Fact Sheet Thanks to large budget cuts over the past decade, college tuition in New Mexico has risen sharply. At the same time, the state's main source of financial aid -- the Lottery Scholarship -- has failed to keep up with rising costs and now covers less than half of average tuition costs. This fact sheet covers the top points from the companion report, Improving College Affordability. (A Working Poor Families publication)
Report States that graduate more college students and ensure that their workers have the skills needed for 21st century jobs have stronger and more competitive economies, higher wages, lower unemployment rates, and lower poverty rates. But New Mexico has not been focused on improving access to post-secondary credentials for lower-income students and older adults that would help lead to a more broadly shared prosperity. Rather, the state is ignoring long-term economic demands, choosing, instead, to continue to be a low-wage state with the highest long-term unemployment rate, have the highest poverty rate among the employed, and have the second worst student loan default rate in the nation. (A Working Poor Families report; state-level data on state-funded financial aid and some characteristics of college students)
Report The San Juan Generating Station in Waterflow, New Mexico, is slated for closure in 2022. Closure of both the mine and plant will eliminate approximately 450 jobs and result in the loss of tax revenue for San Juan County, San Juan Community College, and the local school district. This analysis shows that the complex is a good candidate for redevelopment as a solar photovoltaic plant, saving jobs and tax revenue.
Fact sheet New Mexico’s tax system is upside down—most New Mexico families pay more than twice the rate in state and local taxes than the wealthiest pay. A new state-level Child Tax Credit would help hard-working families and make our tax system more fair. (State-level data on how this tax credit would benefit families)
Fact sheet The Low Income Comprehensive Tax Rebate (LICTR) was enacted to make our tax system fairer but because it hasn’t been updated in 20 years, it no longer does the job. LICTR was last amended in 1998. Over the last two decades, the rebate has lost much of its value, because a dollar is worth much less today that it was back in 1998. Over the same time period, our tax system has only gotten more regressive – falling even harder on those with the lowest incomes.
This updated fact sheet for The Cliff Effect: One Step Forward, Two Steps Back sums up the report's basic message about how the sudden loss of benefits like child care assistance--called the cliff effect--can act as a disincentive for hard-working families trying to lift themselves out of poverty. Also includes policy recommendations for mitigating the cliff effect. (State-level data on the child care assistance program)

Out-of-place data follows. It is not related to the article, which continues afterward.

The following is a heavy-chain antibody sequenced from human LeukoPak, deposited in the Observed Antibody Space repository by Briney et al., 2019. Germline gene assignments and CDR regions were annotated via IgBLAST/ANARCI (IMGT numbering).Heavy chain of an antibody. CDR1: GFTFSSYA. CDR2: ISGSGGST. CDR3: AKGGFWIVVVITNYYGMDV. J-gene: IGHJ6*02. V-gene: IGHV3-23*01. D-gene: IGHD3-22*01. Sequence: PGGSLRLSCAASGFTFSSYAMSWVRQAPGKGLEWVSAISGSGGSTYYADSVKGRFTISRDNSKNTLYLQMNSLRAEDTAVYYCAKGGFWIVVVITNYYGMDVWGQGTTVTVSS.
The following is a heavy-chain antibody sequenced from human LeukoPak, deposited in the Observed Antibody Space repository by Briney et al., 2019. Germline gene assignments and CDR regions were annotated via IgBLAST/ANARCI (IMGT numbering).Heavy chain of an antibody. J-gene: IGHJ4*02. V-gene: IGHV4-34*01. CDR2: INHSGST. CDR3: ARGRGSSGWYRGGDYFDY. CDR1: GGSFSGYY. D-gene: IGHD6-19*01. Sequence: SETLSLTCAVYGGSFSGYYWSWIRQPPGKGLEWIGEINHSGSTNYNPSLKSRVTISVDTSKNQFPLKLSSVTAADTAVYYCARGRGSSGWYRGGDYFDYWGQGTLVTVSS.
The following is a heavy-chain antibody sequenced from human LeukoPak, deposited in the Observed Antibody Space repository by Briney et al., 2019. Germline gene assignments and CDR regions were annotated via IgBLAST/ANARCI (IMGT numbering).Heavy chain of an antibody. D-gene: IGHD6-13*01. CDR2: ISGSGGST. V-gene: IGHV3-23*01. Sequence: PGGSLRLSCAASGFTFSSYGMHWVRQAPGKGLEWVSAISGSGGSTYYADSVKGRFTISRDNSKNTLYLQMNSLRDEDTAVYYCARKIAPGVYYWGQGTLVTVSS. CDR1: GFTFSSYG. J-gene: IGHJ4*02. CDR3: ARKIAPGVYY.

Report After ten years of austerity, New Mexico has fallen to last in the nation in child well-being. The state also lost a lawsuit claiming that it is not meeting its constitutional obligation when it comes to public education. It's time to change course. This annual publication reports the latest data on child well-being in New Mexico to help us choose the path forward. (An annual KIDS COUNT report; state-, county-, tribal-, and school district-level data on indicators of child well-being; data by race and ethnicity where available)
Infographic/fact sheet Some legislators have introduced bills that would put the state's sales tax (the gross receipts tax, or GRT) on food purchased at the grocery store. This is a bad idea -- even if it's done as part of an effort to lower the overall GRT rate. With New Mexico's high rates of food insecurity and poverty, a tax on food will hurt even those families who receive SNAP, because these benefits are not intended to meet a family's entire food need. (State-level data on food insecurity, SNAP usage, trade-offs families must make, and an opinion poll on the issue) Food Tax, 2018
Updated Report How can a $1 raise in pay throw families into poverty? When they are at the ceiling for child care assistance eligibility, a tiny raise can mean they go from paying 18 percent of their income on child care to 38 percent. Work supports like child care assistance should help families achieve economic stability. But the sudden loss of benefits--called the cliff effect--can have the opposite effect. (State-level data on the child care assistance program)
Fact sheet A big tax break enacted in 2003 overwhelming goes to the highest-income earners – the people who are already paying the smallest share of their income in state and local taxes. It costs the state tens of millions of dollars a year and means that unearned income is taxed at a lower rate than money earned from wages. (State-level data on income levels, etc., of those that receive this tax deduction)